Summary of perfect model study results for (a, c) the G, OA, and N analysis and (b, d) the G and OAN analysis. Shown are fractions of cases where the signal is detected (light color bars) and where the scaled signal trend is consistent with the expected trend of the signal for the model being used as surrogate observation (dark color bars)—both where the residual passes the consistency test. Figures 14a and 14b show, for each predictor (or detector) model, the fractions of surrogate observations—up to 72—drawn from historical simulations from the other 14 models. Figures 14c and 14d show for each model that is used as a predictand or surrogate observation (our “truth” model if you will) the fraction of predictor models—up to 14 times the number of ensemble members for that predictand model.

For the G, OA, and N combination (Figure 14a) G is detected in the surrogate models more than 80% of the time for only three of the models, and only once is OA detected in the surrogate models more than 80% of the time. In contrast, G and OAN are detected when using 11 and 10, respectively, of the models more than 80% of the time in the analyses of the G and OAN combination (Figure 14b). Several models are very poor, <10%, at providing patterns that can detect G in the G, OA, and N analysis (models B, D, H, and M). In contrast, in none of the model analyses is G detected less than 60% of the time for the G and OAN combination. Based on this analysis the G and OAN combination is more discriminating than using the G, OA, and N combination.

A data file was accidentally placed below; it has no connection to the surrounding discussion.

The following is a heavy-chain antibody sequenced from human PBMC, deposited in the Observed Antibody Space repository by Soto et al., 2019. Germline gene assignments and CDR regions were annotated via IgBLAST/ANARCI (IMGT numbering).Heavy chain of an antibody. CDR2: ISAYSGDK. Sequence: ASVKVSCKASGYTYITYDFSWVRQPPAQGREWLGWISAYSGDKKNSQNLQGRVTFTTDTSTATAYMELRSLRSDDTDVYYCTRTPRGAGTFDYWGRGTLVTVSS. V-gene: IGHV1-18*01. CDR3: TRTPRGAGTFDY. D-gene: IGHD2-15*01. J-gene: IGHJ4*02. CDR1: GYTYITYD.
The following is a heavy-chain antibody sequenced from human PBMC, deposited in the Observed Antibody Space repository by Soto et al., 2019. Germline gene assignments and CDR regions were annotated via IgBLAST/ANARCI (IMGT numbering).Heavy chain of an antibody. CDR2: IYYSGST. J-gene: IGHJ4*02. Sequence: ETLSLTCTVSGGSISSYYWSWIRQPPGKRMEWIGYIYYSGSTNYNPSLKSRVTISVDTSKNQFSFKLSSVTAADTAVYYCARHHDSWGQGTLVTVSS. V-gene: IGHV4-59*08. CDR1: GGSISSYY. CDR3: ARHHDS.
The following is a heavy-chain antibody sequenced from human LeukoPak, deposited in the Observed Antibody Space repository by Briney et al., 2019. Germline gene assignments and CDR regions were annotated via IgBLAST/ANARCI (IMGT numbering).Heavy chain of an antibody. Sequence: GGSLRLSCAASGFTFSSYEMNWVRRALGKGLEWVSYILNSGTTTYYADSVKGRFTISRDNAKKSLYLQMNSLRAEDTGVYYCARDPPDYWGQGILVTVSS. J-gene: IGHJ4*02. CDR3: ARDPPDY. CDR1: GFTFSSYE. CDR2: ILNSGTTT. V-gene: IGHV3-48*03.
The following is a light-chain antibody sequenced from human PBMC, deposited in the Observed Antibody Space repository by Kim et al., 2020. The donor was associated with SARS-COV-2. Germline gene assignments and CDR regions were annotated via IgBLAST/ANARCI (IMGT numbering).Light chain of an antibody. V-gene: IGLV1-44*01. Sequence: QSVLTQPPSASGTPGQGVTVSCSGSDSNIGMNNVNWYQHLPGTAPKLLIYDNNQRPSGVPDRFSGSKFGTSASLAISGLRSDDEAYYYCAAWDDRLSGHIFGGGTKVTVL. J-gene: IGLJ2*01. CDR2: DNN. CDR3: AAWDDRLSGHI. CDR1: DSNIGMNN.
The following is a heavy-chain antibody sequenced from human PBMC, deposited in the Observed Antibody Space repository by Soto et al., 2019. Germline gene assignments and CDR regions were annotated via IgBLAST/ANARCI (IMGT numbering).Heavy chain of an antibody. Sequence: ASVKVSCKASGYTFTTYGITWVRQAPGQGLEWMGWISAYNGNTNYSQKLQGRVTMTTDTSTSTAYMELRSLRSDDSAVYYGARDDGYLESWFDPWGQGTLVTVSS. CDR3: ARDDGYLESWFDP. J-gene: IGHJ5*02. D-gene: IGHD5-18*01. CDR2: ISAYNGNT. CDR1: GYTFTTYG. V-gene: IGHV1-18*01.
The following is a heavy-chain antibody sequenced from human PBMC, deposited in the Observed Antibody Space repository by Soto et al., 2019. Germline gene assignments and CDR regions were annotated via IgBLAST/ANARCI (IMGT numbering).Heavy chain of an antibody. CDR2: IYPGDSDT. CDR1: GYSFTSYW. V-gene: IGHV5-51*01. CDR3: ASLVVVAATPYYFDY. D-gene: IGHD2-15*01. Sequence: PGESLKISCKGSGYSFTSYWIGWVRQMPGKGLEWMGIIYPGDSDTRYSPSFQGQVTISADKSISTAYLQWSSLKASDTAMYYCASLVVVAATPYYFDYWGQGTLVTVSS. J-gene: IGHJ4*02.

The fraction of scaled trends consistent with the expected trends is generally higher in the G and OAN analysis than the G, OA, and N analysis, but there are a number of models where that is not the case. For instance, for the G, OA, and N combination, when six of the detector models are used, there are higher G consistency fractions than when the same models are used for the G and OAN analysis. From the viewpoint of the models acting as surrogate observations (Figures 14c and 14d), for any given model acting as the predictand, there is a higher fraction of the predictors that make detections and, except for one predictand model, a higher fraction of predictor trends consistent with the expected trends in the G and OAN analysis than in the G, OA, and N analysis.

In other words, some models are better at being detectors than others and some models better able to have their component signals detected than others. Overall, the G and OAN analysis appears to be more skilful in detecting and estimating the true G trend in the surrogate observations than the G, OA, and N analysis. As noted for the analysis of G, OA, and N against the observations, the analyses on models with low SNR, <1.5, for historicalNat (Table 4), tend to detect G with lower frequencies than analyses on models with higher SNR.

6 Implications for Observationally Constrained TCR